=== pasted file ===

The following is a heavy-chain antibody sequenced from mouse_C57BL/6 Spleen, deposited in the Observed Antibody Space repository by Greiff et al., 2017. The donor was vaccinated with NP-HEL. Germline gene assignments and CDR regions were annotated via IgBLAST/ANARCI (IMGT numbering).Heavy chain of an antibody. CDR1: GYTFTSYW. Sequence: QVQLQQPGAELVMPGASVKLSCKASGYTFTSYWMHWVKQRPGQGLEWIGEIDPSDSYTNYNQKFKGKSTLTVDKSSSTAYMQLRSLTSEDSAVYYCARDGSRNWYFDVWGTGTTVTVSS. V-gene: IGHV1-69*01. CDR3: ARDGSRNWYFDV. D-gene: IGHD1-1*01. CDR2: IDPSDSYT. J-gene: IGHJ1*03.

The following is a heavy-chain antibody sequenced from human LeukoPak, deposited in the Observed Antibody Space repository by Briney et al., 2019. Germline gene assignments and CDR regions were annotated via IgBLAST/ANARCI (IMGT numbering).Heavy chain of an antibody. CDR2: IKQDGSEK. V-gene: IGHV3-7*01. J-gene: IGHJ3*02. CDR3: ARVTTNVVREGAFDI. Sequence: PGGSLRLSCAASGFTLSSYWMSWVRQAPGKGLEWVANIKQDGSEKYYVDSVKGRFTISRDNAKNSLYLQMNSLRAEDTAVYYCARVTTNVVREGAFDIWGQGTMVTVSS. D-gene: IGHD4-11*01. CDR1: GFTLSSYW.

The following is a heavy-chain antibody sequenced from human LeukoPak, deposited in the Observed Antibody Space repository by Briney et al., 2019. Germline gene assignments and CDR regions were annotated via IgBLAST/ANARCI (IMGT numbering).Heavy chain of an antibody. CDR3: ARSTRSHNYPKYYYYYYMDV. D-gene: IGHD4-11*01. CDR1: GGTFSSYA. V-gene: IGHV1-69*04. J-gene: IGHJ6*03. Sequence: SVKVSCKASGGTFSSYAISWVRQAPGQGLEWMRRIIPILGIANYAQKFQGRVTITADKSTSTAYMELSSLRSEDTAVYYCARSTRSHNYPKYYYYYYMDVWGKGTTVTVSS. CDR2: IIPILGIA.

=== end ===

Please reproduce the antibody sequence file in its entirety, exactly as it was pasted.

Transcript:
The following is a heavy-chain antibody sequenced from mouse_C57BL/6 Spleen, deposited in the Observed Antibody Space repository by Greiff et al., 2017. The donor was vaccinated with NP-HEL. Germline gene assignments and CDR regions were annotated via IgBLAST/ANARCI (IMGT numbering).Heavy chain of an antibody. CDR1: GYTFTSYW. Sequence: QVQLQQPGAELVMPGASVKLSCKASGYTFTSYWMHWVKQRPGQGLEWIGEIDPSDSYTNYNQKFKGKSTLTVDKSSSTAYMQLRSLTSEDSAVYYCARDGSRNWYFDVWGTGTTVTVSS. V-gene: IGHV1-69*01. CDR3: ARDGSRNWYFDV. D-gene: IGHD1-1*01. CDR2: IDPSDSYT. J-gene: IGHJ1*03.

The following is a heavy-chain antibody sequenced from human LeukoPak, deposited in the Observed Antibody Space repository by Briney et al., 2019. Germline gene assignments and CDR regions were annotated via IgBLAST/ANARCI (IMGT numbering).Heavy chain of an antibody. CDR2: IKQDGSEK. V-gene: IGHV3-7*01. J-gene: IGHJ3*02. CDR3: ARVTTNVVREGAFDI. Sequence: PGGSLRLSCAASGFTLSSYWMSWVRQAPGKGLEWVANIKQDGSEKYYVDSVKGRFTISRDNAKNSLYLQMNSLRAEDTAVYYCARVTTNVVREGAFDIWGQGTMVTVSS. D-gene: IGHD4-11*01. CDR1: GFTLSSYW.

The following is a heavy-chain antibody sequenced from human LeukoPak, deposited in the Observed Antibody Space repository by Briney et al., 2019. Germline gene assignments and CDR regions were annotated via IgBLAST/ANARCI (IMGT numbering).Heavy chain of an antibody. CDR3: ARSTRSHNYPKYYYYYYMDV. D-gene: IGHD4-11*01. CDR1: GGTFSSYA. V-gene: IGHV1-69*04. J-gene: IGHJ6*03. Sequence: SVKVSCKASGGTFSSYAISWVRQAPGQGLEWMRRIIPILGIANYAQKFQGRVTITADKSTSTAYMELSSLRSEDTAVYYCARSTRSHNYPKYYYYYYMDVWGKGTTVTVSS. CDR2: IIPILGIA.